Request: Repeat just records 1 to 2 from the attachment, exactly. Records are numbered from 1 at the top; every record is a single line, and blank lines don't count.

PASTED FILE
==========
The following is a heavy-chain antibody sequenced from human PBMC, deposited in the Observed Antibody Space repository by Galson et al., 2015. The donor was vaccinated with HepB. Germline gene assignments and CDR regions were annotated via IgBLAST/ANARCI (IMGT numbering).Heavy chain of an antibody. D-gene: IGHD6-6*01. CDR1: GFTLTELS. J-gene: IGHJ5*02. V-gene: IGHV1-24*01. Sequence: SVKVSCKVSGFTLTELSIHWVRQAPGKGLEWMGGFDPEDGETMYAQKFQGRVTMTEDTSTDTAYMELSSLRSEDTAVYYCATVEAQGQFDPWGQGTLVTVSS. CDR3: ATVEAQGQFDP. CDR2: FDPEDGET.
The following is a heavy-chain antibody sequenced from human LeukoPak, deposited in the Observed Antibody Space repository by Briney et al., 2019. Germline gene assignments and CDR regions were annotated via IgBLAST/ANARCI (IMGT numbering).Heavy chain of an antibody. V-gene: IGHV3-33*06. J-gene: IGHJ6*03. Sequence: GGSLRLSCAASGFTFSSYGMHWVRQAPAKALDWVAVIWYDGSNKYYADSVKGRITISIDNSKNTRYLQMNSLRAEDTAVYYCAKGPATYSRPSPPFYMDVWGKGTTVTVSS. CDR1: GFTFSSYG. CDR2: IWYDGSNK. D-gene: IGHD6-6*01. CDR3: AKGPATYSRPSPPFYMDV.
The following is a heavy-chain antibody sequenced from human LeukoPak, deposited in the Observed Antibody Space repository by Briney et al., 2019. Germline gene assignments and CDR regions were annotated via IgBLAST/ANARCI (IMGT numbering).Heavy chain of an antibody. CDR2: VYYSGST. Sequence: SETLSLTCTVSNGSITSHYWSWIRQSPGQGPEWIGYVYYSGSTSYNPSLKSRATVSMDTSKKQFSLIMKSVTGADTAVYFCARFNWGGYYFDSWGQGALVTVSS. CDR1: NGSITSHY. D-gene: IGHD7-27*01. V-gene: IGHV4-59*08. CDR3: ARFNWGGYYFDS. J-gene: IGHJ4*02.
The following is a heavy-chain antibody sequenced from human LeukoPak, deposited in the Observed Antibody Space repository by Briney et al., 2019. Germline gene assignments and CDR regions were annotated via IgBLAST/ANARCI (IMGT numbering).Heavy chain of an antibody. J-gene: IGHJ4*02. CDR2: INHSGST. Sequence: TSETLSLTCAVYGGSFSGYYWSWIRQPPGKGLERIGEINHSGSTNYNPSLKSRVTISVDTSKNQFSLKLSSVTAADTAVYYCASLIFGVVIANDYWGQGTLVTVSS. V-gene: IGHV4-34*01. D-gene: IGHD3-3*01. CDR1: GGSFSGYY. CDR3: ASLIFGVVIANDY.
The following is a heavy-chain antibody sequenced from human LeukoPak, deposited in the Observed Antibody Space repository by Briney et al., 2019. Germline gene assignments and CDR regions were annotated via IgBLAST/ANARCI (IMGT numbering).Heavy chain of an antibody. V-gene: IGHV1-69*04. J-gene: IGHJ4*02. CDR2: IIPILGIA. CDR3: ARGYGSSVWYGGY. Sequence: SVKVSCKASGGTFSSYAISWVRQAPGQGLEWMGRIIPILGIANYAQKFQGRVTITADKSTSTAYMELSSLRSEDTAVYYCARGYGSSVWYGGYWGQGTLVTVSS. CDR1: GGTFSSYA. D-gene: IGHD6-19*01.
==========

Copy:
The following is a heavy-chain antibody sequenced from human PBMC, deposited in the Observed Antibody Space repository by Galson et al., 2015. The donor was vaccinated with HepB. Germline gene assignments and CDR regions were annotated via IgBLAST/ANARCI (IMGT numbering).Heavy chain of an antibody. D-gene: IGHD6-6*01. CDR1: GFTLTELS. J-gene: IGHJ5*02. V-gene: IGHV1-24*01. Sequence: SVKVSCKVSGFTLTELSIHWVRQAPGKGLEWMGGFDPEDGETMYAQKFQGRVTMTEDTSTDTAYMELSSLRSEDTAVYYCATVEAQGQFDPWGQGTLVTVSS. CDR3: ATVEAQGQFDP. CDR2: FDPEDGET.
The following is a heavy-chain antibody sequenced from human LeukoPak, deposited in the Observed Antibody Space repository by Briney et al., 2019. Germline gene assignments and CDR regions were annotated via IgBLAST/ANARCI (IMGT numbering).Heavy chain of an antibody. V-gene: IGHV3-33*06. J-gene: IGHJ6*03. Sequence: GGSLRLSCAASGFTFSSYGMHWVRQAPAKALDWVAVIWYDGSNKYYADSVKGRITISIDNSKNTRYLQMNSLRAEDTAVYYCAKGPATYSRPSPPFYMDVWGKGTTVTVSS. CDR1: GFTFSSYG. CDR2: IWYDGSNK. D-gene: IGHD6-6*01. CDR3: AKGPATYSRPSPPFYMDV.